More meaningful changes are coming. As a member of the House Public Safety Committee I am pleased with the public testimony we received last week. Other hearings are scheduled for this week and next to determine the changes we need to make in our policing policies and criminal justice system to remove the racial biases. We will enact important changes at a special legislative session in August. We have had two chances at getting reconstruction right for all our citizens; we must commit ourselves to making this third effort a charm!
A tradition in the House of Delegates that has come about in recent years is to have a speech at the beginning of each daily session during February about a Black person. Some speeches are about well-known historic figures; most are about lesser-known Black persons who have made contributions to their communities and to the state. After all, the point of Black History Month is to have all of us gain a greater knowledge and appreciation of Black persons’ contributions to our history. The Legislative Black Caucus organizes the event, and I am pleased to have been invited to speak each year at one of the daily sessions. This year I spoke about the late Gwen Ifill of PBS NewsHour and Washington Week in Review who was the first Black woman to become a national news commentator. I always appreciated receiving the daily news from her in her calm and professional manner. Not all speeches are about historic figures; one delegate spoke this year about his experiences of growing up Black.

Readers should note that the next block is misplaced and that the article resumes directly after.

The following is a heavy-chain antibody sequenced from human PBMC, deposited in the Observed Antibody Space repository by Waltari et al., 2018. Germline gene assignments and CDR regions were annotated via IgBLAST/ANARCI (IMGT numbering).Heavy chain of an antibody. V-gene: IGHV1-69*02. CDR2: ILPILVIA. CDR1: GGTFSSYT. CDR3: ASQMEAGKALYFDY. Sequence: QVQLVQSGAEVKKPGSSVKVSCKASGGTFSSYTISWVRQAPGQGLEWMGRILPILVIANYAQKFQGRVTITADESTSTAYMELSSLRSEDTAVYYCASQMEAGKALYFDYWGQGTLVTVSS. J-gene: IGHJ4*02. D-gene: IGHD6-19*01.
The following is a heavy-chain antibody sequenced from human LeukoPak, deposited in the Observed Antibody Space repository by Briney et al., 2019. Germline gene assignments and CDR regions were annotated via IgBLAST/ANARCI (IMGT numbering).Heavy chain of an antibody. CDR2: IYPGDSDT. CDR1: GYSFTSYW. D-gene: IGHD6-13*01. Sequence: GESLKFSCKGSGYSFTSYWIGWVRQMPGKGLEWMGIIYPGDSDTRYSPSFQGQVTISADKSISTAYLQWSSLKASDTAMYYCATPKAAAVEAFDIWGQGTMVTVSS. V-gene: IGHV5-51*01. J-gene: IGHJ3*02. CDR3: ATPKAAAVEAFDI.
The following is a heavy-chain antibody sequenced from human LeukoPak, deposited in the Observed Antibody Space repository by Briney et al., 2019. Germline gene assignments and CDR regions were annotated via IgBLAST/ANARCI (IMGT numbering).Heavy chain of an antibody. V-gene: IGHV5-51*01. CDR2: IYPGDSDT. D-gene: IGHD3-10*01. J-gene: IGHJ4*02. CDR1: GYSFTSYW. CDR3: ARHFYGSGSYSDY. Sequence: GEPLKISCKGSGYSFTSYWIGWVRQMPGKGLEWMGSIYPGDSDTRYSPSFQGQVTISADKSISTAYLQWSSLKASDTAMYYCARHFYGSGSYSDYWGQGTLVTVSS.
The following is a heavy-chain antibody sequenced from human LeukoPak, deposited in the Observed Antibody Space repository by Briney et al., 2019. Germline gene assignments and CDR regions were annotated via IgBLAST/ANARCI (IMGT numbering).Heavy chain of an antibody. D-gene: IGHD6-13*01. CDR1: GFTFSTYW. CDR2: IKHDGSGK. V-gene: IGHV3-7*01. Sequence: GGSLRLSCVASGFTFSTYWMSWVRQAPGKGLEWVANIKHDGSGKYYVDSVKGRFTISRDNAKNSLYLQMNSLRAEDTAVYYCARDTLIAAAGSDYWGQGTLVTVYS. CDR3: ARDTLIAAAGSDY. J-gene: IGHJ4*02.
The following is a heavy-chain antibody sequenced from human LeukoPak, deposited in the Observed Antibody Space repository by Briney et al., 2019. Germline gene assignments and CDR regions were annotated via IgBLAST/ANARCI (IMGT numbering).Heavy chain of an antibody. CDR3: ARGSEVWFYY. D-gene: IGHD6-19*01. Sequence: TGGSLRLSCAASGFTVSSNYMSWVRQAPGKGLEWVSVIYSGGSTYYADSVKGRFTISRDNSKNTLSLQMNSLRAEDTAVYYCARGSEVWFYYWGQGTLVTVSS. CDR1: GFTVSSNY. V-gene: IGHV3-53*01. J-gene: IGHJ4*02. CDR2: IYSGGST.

I predict that in future years a speech will be made on the floor of the House of Delegates about the 2020 Virginia General Assembly being a transformative event in Black history. Black experience accounts for a major portion of the story in a state that unfortunately has been known for centuries for its racist policies. The first enslaved Africans were brought to Virginia in 1619, and the slave codes that were enacted to keep them subjected as slaves were inhumane.
When the tobacco fields were no longer productive, Virginia’s chief source of income became the selling of slaves into the deep South. Even the freeing of the slaves with the Civil War did not bring equal rights to Virginia’s Black population. Slave codes were replaced by Jim Crow laws. Voting by Blacks was restricted. Their separate schools and other accommodations were not equal.